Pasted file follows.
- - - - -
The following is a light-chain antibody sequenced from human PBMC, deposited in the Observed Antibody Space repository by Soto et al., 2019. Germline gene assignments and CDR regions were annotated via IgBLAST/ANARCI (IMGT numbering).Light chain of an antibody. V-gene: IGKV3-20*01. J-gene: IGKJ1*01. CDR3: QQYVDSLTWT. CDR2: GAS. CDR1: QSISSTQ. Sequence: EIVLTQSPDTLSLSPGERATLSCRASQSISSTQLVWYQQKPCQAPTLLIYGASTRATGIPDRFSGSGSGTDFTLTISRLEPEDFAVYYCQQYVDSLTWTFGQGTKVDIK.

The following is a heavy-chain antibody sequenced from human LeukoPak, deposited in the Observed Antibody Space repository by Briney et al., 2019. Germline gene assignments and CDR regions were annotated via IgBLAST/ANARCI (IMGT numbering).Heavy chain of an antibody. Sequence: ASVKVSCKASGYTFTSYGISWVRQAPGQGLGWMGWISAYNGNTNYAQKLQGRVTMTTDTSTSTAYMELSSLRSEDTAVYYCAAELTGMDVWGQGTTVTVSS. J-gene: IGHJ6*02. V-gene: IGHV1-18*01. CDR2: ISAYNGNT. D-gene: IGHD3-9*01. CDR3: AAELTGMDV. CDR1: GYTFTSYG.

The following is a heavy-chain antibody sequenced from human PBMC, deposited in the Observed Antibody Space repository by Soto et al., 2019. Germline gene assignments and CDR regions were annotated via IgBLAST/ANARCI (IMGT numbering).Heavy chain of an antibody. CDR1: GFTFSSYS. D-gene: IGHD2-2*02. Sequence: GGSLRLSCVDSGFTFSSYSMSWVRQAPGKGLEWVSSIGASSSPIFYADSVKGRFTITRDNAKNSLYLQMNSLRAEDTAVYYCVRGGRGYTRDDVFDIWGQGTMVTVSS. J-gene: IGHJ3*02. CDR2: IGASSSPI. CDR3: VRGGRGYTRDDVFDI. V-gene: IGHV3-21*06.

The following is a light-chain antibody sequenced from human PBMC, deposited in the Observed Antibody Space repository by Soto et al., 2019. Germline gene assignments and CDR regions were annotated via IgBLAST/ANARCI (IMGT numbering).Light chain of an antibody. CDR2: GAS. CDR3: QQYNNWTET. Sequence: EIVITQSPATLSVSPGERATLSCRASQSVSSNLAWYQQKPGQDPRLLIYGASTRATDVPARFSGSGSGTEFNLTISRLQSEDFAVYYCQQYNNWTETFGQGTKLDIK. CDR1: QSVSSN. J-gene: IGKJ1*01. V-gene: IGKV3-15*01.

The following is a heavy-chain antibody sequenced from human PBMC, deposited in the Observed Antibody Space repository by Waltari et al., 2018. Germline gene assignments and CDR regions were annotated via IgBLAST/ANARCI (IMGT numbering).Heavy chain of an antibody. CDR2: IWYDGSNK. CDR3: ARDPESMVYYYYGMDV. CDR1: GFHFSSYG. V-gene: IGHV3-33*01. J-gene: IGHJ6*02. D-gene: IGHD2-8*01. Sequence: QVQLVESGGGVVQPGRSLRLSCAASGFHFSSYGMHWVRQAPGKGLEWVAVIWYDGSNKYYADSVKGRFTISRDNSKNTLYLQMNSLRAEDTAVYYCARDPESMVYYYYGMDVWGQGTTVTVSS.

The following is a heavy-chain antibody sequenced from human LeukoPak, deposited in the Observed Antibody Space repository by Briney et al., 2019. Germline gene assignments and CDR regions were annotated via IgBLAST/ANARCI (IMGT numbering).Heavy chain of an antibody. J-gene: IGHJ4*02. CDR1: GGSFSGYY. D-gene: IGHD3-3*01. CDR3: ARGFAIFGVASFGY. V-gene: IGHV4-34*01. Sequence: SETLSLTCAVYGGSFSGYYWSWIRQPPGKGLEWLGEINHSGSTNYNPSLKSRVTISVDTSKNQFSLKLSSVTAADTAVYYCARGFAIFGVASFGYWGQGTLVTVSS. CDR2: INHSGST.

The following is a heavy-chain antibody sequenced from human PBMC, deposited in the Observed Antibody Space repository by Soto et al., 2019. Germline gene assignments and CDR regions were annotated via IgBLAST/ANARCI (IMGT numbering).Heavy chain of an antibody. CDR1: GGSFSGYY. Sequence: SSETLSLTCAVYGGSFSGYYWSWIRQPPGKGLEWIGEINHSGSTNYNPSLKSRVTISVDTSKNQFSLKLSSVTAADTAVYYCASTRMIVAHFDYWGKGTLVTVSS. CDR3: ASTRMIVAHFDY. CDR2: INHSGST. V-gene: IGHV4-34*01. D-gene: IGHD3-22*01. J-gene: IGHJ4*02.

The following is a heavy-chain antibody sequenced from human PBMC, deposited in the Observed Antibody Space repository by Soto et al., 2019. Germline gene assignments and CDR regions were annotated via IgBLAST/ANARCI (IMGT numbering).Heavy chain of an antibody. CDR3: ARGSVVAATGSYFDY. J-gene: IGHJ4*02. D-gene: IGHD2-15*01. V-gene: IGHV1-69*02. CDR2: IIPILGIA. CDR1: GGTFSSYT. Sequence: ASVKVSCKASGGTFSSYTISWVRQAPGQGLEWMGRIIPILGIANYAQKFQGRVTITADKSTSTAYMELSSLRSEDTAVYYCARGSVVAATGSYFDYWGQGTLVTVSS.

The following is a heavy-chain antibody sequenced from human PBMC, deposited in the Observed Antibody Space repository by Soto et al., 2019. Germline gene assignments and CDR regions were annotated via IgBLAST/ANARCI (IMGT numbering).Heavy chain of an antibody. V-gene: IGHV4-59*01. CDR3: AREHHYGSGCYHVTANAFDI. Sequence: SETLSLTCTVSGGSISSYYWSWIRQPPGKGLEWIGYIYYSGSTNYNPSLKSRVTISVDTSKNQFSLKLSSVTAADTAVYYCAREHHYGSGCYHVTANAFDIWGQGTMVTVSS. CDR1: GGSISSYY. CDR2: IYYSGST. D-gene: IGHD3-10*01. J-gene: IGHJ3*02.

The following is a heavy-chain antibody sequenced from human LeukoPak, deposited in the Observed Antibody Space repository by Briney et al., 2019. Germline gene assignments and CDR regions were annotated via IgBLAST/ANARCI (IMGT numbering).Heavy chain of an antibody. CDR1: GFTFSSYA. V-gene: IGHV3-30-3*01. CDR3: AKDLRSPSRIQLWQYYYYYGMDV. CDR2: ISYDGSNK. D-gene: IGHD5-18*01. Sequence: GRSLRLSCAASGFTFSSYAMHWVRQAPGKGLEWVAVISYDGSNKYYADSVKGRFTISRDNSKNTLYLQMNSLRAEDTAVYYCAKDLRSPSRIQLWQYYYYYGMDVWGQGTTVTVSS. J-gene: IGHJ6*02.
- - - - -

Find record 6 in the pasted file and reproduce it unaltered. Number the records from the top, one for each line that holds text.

The following is a heavy-chain antibody sequenced from human LeukoPak, deposited in the Observed Antibody Space repository by Briney et al., 2019. Germline gene assignments and CDR regions were annotated via IgBLAST/ANARCI (IMGT numbering).Heavy chain of an antibody. J-gene: IGHJ4*02. CDR1: GGSFSGYY. D-gene: IGHD3-3*01. CDR3: ARGFAIFGVASFGY. V-gene: IGHV4-34*01. Sequence: SETLSLTCAVYGGSFSGYYWSWIRQPPGKGLEWLGEINHSGSTNYNPSLKSRVTISVDTSKNQFSLKLSSVTAADTAVYYCARGFAIFGVASFGYWGQGTLVTVSS. CDR2: INHSGST.